Back in 2008, developer TT Fusion and Warner Bros. Interactive put out a game that you probably haven’t played. It’s Guinness World Records: The Video Game for the Nintendo Wii.
Guinness World Records: The Video Game was released on November 11, 2008. In addition to the Wii, a game by the same name was also released on the DS at the same time. Although I have only played the Wii version, there are likely differences between the two due to hardware differences.
The Wii version is based on the concept of trying to break records similar to the ones you might see in the book of the same name. As such, in terms of genre, it falls in with the other games that are basically a compilation of a lot of minigames. I can’t say that I’d compare this game to Wii Sports Resort, though, as the games in that are far more complex.
The minigames in Guinness World Records are more similar to the party games in a Mario Party title, to be honest. The controls are as simple and repetitive as most such games. The difference, though, is that this game can be enjoyed by a single player. After all, you’re trying to get a record distance, time, or some other type of record instead of strictly trying to do better than an opponent, although multiplayer is possible in it.
And the winner for worst game goes to…
Guinness World Records has you traveling around the world trying to break various records. Each location in the game has three games available for you to try to break records in. Unfortunately, only the first game in any location is available at the outset. To unlock the other games, you have to earn coins.
And how do you do that? You earn them based on your performance in other games. Each game has different levels of record that you can attain: a regional record, a national record, and a world record, so there’s plenty to strive for in this game if you really want to put in the time to do so.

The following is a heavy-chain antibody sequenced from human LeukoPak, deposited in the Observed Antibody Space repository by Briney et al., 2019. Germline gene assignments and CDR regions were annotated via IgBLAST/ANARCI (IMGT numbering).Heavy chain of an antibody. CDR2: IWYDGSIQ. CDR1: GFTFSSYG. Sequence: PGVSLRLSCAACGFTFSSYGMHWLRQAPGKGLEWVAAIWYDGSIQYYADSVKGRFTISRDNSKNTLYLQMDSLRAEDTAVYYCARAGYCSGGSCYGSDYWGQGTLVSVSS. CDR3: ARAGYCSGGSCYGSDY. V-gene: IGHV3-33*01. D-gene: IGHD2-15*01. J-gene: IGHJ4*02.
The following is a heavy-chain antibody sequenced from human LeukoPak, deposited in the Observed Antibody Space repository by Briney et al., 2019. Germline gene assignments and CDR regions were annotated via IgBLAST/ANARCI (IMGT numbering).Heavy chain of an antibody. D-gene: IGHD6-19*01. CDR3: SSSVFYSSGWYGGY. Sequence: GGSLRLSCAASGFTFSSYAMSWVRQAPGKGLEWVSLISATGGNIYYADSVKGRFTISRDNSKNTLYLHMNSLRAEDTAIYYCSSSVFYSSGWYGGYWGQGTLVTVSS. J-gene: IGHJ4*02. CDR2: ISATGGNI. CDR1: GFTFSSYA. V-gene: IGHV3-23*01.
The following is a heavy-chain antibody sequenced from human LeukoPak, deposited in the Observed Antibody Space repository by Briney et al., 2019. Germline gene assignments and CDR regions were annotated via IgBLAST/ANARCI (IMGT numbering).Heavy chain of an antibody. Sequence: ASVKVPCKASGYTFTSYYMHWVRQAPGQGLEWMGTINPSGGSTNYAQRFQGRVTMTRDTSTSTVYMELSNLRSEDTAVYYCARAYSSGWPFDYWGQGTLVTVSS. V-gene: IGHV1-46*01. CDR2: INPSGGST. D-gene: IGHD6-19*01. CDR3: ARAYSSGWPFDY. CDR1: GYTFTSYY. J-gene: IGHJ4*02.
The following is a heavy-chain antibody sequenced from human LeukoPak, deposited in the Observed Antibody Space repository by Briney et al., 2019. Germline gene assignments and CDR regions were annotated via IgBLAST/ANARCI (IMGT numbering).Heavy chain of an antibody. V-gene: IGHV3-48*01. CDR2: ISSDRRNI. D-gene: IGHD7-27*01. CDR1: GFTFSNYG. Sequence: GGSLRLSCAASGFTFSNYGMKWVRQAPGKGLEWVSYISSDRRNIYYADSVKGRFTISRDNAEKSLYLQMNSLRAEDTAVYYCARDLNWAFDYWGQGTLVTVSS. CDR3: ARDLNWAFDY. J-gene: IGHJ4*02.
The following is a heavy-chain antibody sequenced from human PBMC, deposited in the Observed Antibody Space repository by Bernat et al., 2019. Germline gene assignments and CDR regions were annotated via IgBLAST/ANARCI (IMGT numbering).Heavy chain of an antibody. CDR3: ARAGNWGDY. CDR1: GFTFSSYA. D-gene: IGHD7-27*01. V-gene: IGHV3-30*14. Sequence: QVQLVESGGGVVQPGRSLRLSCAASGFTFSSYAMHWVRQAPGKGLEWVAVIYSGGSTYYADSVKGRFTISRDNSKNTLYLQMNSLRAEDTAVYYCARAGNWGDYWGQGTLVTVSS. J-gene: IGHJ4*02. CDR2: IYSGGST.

Back when this game was released, if you got a particularly good score, you could use the Wii’s online capability to submit your highest score. Then you could compare it to other people who had submitted their scores. It is a feature that helped this game stand apart from its nearest competitors at the time.
I will give this game credit where it is due. The minigames included here make sense given the license the game is based, and the controls for each game make sense for the type of game. Even the names make sense.
However, the credit ends there. Most of the games feel more like chores than anything with any real entertainment value. This game was clearly intended more for people who want to be able to demonstrate their superiority to others. It’s not for people just looking for a fun gaming experience.
This game is surprisingly decent at doing what it set out to do. It just happens to be the case that what it set out to do is not a very entertaining premise. Still, not every party-style game in the world needs to be Wii Sports Resort or Mario Party, and this game did set its own niche.